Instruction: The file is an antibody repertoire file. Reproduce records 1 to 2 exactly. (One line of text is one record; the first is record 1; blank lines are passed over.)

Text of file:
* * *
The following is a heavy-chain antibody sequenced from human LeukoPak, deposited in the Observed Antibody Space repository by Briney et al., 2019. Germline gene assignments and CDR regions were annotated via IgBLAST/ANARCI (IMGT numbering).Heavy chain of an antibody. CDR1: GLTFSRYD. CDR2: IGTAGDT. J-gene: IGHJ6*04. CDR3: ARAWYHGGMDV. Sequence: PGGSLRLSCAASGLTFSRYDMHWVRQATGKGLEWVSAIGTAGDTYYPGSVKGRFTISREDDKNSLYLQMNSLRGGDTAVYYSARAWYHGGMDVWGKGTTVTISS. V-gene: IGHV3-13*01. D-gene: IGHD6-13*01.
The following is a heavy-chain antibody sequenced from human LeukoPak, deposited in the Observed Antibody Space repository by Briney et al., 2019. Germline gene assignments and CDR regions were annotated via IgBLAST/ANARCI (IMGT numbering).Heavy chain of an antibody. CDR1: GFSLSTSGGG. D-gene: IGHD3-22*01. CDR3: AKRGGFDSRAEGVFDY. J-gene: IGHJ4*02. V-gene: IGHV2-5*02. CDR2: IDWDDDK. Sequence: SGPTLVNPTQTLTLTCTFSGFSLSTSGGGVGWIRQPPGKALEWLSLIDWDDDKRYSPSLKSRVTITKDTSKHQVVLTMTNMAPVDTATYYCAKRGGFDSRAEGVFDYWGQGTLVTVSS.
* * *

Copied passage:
The following is a heavy-chain antibody sequenced from human LeukoPak, deposited in the Observed Antibody Space repository by Briney et al., 2019. Germline gene assignments and CDR regions were annotated via IgBLAST/ANARCI (IMGT numbering).Heavy chain of an antibody. CDR1: GLTFSRYD. CDR2: IGTAGDT. J-gene: IGHJ6*04. CDR3: ARAWYHGGMDV. Sequence: PGGSLRLSCAASGLTFSRYDMHWVRQATGKGLEWVSAIGTAGDTYYPGSVKGRFTISREDDKNSLYLQMNSLRGGDTAVYYSARAWYHGGMDVWGKGTTVTISS. V-gene: IGHV3-13*01. D-gene: IGHD6-13*01.
The following is a heavy-chain antibody sequenced from human LeukoPak, deposited in the Observed Antibody Space repository by Briney et al., 2019. Germline gene assignments and CDR regions were annotated via IgBLAST/ANARCI (IMGT numbering).Heavy chain of an antibody. CDR1: GFSLSTSGGG. D-gene: IGHD3-22*01. CDR3: AKRGGFDSRAEGVFDY. J-gene: IGHJ4*02. V-gene: IGHV2-5*02. CDR2: IDWDDDK. Sequence: SGPTLVNPTQTLTLTCTFSGFSLSTSGGGVGWIRQPPGKALEWLSLIDWDDDKRYSPSLKSRVTITKDTSKHQVVLTMTNMAPVDTATYYCAKRGGFDSRAEGVFDYWGQGTLVTVSS.